Wednesday, January 22, 2014

Aristotle and Pretrial Release

In the first installment of The Bail Papers, I suggested that, regarding the process of release pending trial, the most important thing that could come out of 2014 would be the initiation of dialogue between the public sector (government sponsored pretrial release programs) and the private sector (commercial bail bond industry) for the purpose of exploring whether the best that each has to offer might be brought together for the optimum benefit of all stakeholders in that process. Further, I said that following that segment I would offer what I would hope would be compelling reasons to pursue this ambitious exploration project. This article is intended to serve that follow-up purpose.

I believe that the best evidence of the need for the public sector and the private sector to engage in such a discussion one need look no further than the American Bar Association's (ABA) Standards for Pretrial Release. Just the briefest of reviews of those standards will reveal that the ABA breaks the pretrial release process down into four critical elements, each of which must be fully protected in any consideration of release pending trial.

Those four elements, whose integrity must be preserved, are:

  1. The due process rights of the accused,
  2. The assurance of the appearance of the accused as directed, 
  3. The safety of the community and
  4. The rights of crime victims to have the wrongs against them redressed.

It could therefore be very legitimately recommended that the proposed joint exploration of the public and private sectors focus on these four important points, again, as set out by the ABA. Certainly, no one on either side would argue with the proposition that each of the four elements deserve the fullest possible protection.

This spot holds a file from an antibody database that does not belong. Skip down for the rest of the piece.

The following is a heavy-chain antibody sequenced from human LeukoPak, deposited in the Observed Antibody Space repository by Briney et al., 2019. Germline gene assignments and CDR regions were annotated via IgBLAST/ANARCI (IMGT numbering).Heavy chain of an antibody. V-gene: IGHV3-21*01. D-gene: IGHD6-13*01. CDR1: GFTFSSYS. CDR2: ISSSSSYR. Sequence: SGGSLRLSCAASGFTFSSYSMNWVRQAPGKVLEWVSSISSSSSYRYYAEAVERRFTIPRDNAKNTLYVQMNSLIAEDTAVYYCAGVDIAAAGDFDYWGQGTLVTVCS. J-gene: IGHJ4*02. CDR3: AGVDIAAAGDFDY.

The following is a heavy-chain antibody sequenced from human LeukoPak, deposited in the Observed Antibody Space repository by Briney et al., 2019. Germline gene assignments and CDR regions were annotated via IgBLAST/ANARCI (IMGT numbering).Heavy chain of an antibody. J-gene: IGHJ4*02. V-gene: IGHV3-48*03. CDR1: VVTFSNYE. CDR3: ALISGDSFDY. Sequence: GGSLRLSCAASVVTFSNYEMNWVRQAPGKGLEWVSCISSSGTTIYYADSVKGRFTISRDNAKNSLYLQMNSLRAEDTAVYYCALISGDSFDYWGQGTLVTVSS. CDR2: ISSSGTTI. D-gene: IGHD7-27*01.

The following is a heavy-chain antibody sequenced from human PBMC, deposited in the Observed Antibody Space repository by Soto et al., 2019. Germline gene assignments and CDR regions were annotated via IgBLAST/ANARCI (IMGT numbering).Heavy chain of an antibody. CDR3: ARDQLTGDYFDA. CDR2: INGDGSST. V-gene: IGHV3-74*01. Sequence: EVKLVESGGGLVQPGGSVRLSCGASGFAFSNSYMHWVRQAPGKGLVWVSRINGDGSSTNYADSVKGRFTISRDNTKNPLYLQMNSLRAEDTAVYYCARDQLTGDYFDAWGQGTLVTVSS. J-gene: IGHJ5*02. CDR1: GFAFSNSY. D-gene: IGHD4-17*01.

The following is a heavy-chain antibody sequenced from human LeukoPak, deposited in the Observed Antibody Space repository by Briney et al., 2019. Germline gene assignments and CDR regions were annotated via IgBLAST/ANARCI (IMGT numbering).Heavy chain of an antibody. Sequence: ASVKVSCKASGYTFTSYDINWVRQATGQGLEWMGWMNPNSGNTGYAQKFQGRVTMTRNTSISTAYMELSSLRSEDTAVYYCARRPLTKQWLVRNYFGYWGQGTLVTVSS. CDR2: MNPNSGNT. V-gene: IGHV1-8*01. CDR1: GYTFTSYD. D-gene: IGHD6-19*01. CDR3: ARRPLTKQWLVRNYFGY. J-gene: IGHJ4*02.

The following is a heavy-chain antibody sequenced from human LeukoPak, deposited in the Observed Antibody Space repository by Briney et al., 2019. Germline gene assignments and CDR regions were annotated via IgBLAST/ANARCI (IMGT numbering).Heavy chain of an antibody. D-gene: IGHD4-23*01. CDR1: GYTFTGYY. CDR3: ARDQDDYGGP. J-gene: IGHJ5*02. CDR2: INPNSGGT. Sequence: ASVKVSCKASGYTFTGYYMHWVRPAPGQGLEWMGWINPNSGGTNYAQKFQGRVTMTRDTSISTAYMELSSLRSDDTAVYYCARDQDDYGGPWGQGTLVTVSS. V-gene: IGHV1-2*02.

I believe that this is so important that I will be devoting several future "Bail Papers" pieces on precisely those features.

But the title of this article mentions the Ancient Greek philosopher Aristotle. What could that age old sage possibly have to do with pretrial release? Well, directly, probably nothing, but one of his teachings could have a very great deal to do with how both sides of the proposed discussions should approach their respective roles, should they in fact agree to the joint exploration.

That teaching of Aristotle has come to be known as "The Principle of the Golden Mean". The teaching is all about achieving a desirable balance between extremes. "Nothing overmuch" is another way of stating the principle. From it evolved the notion that all things should be done in moderation.

How can the idea of arriving at a point of balance between extremes serve the suggested dialogue, should it in fact become reality? I think we can use the required four ABA pretrial release elements as an example of how to employ Aristotle's approach. Let's say, for example, that we fully embrace one of those elements, like making certain that we insure the accused's appearance but that we do it in such a way as to fully deprive him of his due process rights. In other words, we throw the ABA element number (1) completely overboard in favor of setting up conditions in full accord with element number (2). Clearly, that would produce a grossly defective product. It becomes clear, therefore, that there must be a "balancing" of protecting due process rights with the integrity of the court. That is: ensure appearance, but not at the expense of the accused's rights of due process.

Any meaningful exploration toward collaboration between the public and private sectors must embody a "coming together" to protect all four of the ABA elements. That would require a movement toward the middle in some cases, a "balancing" of the virtues contained in each of the four elements. In other words, an application of The Golden Mean. Let's hope that each side would exhibit a willingness to do just that. Make sense?

I am told that persons in the public sector camp are reading these Bail Paper pieces. I hope so, and should that be the case I would be pleased to hear any comments.

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